Assisted living provides housing and long-term care services to more than 811,000 older adults in the United States daily and is regulated by the states. This article describes changes in the specificity of state regulations governing the staffing in assisted living settings (that is, requirements for sufficient staffing or staffing ratios or levels) between 2007 and 2018 and the association between these changes and rates of hospitalization among a national sample of assisted living residents, including a subgroup with dementia. We found that increased regulatory specificity for direct care workers (for example, a change from requiring “sufficient” direct care worker staffing to requiring a specific staffing ratio or level) was associated with a 4 percent reduction in the monthly risk for hospitalization among residents in our sample and a 6 percent reduction among the subgroup with dementia. However, an increase in regulatory specificity for licensed practical nurses was associated with a 2.5 percent increase in the monthly risk for hospitalization and a 5 percent increase among the subgroup with dementia. Given that no federal requirements exist for the number of staff members or composition of staff in assisted living, these findings can inform states’ policy decisions about staffing requirements for assisted living settings.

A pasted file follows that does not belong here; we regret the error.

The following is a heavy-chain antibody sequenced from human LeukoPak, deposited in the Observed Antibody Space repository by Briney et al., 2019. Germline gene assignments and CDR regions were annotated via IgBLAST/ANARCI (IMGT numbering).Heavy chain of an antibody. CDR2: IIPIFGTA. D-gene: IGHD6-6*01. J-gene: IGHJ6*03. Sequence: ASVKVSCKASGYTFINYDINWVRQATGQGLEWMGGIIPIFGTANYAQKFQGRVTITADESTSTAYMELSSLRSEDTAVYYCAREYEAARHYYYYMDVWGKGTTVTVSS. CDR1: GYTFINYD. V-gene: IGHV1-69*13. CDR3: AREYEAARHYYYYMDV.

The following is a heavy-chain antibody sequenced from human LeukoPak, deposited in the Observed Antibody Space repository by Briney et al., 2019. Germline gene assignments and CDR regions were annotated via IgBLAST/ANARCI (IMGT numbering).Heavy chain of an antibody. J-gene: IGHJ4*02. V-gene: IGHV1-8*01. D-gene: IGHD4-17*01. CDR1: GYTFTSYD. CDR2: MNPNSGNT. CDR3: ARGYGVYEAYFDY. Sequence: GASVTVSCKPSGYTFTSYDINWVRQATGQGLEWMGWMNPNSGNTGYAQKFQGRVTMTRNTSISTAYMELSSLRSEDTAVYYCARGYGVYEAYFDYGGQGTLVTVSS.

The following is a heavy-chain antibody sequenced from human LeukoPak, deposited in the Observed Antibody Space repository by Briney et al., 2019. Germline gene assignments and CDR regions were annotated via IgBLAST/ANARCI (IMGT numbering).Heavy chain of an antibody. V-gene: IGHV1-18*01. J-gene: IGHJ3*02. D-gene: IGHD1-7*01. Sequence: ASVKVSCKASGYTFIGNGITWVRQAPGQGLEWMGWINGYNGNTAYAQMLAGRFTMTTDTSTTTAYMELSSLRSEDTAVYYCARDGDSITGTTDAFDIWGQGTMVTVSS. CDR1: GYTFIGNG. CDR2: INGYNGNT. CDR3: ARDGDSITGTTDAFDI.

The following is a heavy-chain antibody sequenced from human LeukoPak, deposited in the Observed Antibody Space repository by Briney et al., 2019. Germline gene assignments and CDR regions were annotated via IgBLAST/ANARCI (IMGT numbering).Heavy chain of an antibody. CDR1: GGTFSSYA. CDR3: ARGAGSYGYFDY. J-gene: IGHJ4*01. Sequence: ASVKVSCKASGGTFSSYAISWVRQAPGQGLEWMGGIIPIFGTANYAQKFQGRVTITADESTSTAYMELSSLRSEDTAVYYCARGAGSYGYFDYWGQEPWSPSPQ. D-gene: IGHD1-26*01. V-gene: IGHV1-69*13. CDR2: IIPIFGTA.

The full study is available in Health Affairs.